A leading engineering design consultant believes it has ways to achieve major energy savings using waste heat energy, energy storage and fuel cells
In March 2017, Foreship appointed Jan-Erik Räsänen head of new technology. Formerly with ABB, Mr Räsänen is an acknowledged expert in shipboard energy optimisation, and one whose breadth of experience in shipboard battery power and fuel cell development would be hard to better.
Foreship, a naval architecture and marine engineering consultancy, has made a speciality of advising the world’s leading cruise ship companies on how to optimise ship structures and systems for energy efficiency. At a truly exciting time for shipboard energy options, the head of new technology is revelling in his freedom to offer objective technical advice.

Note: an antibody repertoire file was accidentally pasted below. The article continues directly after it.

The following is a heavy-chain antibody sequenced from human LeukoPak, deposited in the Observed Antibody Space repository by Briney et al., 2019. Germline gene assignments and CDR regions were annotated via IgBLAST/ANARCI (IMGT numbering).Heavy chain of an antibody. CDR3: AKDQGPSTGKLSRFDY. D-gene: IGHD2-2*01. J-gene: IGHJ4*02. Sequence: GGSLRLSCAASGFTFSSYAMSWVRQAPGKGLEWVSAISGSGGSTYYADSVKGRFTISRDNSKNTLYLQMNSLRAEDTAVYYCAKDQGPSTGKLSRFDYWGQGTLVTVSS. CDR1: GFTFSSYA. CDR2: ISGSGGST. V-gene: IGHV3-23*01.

As with everything at Foreship, projects seeking to optimise energy use begin at the design level for the newbuild or conversion. “The starting point is to establish what the owners want to achieve and their thoughts on how to go about it,” said Mr Räsänen. “Then we analyse their wishes and make recommendations, advising them on the goals that are achievable and where we might have to look at alternative solutions.”
Describing the working process for Foreship, Mr Räsänen told Marine Propulsion: “You need to have an overall picture of the energy balance in terms of what you produce and where it goes.
One idea is reduce consumption as much as possible – find technologies that maximise your energy use. The other thing is to maximise the use of energy that is otherwise wasted.
An overall understanding of the energy balance between production and consumption is needed, so that insight can be offered into where the energy should be used and where it is typically wasted. We need to establish what the energy sources of the vessel are/will be, and where efficiency gains might be available.”